Authors note: This post is based on the ideas from the book Two Beats Ahead by R. Michael Hendrix and Pano A. Panay.
In the spirit of this chapter on remixing, this blog post is a remix of Greta Thunberg’s infamous speech at the U.N. Climate Action Summit in 2019. To compose this post I took the transcript of her speech and remixed it replacing her ideas on climate change and actions with CO2 levels with some ideas on education and actions with technology. The full transcript of her speech along with the video can be accessed here.
I’d also like to note that this entire series of blog posts serve as a remix of the ideas from Two Beats Ahead. So my message to educators is to remix the ideas that you encounter in the world and reimagine how they can be applied to improve teaching and learning in our schools. Step outside of the education literature and seek other information to help you understand how you can improve your practice.
Below you will find my remix of Thunberg’s speech beginning with her response to a question about the message she has for world leaders.
“My message is that we’ll be watching you.
“This is all wrong. I shouldn’t be up here. I should be playing outside in the dirt on the other side of the ocean. Yet you all come to us young people for hope. How dare you!
“You have stolen my dreams and my childhood with your empty words. And yet I’m one of the lucky ones. Students are suffering. Students are dying. Entire school districts are collapsing. We are in the beginning of a mass extinction of knowledge and critical thinking, and all you can talk about is money and fairy tales of eternal testing of students. How dare you!
“For more than 30 years, the research has been crystal clear. How dare you continue to look away and come here saying that you’re doing enough, when the politics and solutions needed are still nowhere in sight.
“You say you hear us and that you understand the urgency. But no matter how sad and angry I am, I do not want to believe that. Because if you really understood the situation and still kept on failing to act, then you would be evil. And that I refuse to believe.
“The popular idea of adding more technology into our classroom over the coming years is only a small part of a broader solution to the current irreversible chain reactions beyond human control.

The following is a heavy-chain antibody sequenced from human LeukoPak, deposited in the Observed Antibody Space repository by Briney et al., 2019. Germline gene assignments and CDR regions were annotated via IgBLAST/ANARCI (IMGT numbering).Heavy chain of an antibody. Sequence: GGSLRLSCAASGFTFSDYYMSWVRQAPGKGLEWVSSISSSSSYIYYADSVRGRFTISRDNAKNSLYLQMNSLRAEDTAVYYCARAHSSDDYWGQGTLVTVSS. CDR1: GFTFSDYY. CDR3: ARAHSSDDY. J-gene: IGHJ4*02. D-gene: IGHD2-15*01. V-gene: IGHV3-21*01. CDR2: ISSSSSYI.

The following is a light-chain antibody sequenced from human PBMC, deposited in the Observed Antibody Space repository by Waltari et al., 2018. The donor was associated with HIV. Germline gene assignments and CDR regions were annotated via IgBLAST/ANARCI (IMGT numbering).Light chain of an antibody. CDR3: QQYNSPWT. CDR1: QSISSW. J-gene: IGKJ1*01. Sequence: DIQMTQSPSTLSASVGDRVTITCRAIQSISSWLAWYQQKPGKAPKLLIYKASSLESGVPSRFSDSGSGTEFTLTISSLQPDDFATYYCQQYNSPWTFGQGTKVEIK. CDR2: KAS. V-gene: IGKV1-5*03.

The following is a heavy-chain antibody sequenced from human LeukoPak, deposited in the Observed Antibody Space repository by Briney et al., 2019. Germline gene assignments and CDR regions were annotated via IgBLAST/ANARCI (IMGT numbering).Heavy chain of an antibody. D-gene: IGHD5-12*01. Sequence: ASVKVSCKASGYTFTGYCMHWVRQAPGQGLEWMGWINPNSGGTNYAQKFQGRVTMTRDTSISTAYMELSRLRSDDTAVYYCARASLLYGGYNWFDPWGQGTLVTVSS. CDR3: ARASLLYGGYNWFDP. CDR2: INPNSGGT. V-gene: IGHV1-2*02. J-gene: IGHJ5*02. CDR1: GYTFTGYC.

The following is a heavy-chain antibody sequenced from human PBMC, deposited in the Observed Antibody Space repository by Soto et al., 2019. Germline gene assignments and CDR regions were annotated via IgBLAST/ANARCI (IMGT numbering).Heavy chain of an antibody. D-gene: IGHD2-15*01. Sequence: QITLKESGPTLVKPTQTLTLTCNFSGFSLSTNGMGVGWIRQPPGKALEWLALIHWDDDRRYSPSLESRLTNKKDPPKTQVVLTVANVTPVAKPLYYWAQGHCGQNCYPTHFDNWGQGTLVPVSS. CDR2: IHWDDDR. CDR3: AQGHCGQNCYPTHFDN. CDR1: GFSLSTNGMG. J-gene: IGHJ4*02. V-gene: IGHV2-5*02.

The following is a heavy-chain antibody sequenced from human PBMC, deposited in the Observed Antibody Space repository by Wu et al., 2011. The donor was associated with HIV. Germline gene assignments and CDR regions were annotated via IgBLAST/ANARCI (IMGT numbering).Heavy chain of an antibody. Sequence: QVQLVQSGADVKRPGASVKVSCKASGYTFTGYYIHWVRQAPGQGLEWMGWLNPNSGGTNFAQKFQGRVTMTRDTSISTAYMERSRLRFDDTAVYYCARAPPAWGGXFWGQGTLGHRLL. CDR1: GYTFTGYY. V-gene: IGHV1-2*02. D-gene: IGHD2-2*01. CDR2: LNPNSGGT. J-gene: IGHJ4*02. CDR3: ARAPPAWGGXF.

“Adding more computers into our classroom, increasing access to computer-based applications, introducing cameras and other student surveillance software may be acceptable to you. But those things do not include tipping points, most feedback loops, and additional negative impacts on teaching and learning hidden by structural inefficiencies, content-centered instruction, or the aspects of access and equity. They also rely on my generation blindly adhering to the introduction of data mining with technologies that barely exist.
“So the technological solutions are simply not acceptable to us — we who have to live with the consequences.
“How dare you pretend that this can be solved with just ‘business as usual and some technical solutions? With today’s use of surveillance technology and data mining our individual identities and freedoms will be entirely gone in the near future.
“There will not be any solutions or plans presented in line with what I am presenting here today, because the truth is too uncomfortable. And you are still not mature enough to tell it like it is.
“You are failing us. But the young people are starting to understand your betrayal. The eyes of all future generations are upon you. And if you choose to fail us, I say: We will never forgive you.
“We will not let you get away with this. Right here, right now is where we draw the line. The world is waking up. And change is coming, whether you like it or not.
This is the sixth part in a series connecting the ideas from Two Beats Ahead by R. Michael Hendrix and Pano A. Panay to education. To read part 1 on listening go here, part 2 on experimenting go here, part 3 on collaborating go here, part 4 on demoing go here, part 5 on producing go here, and part 6 on connecting go here.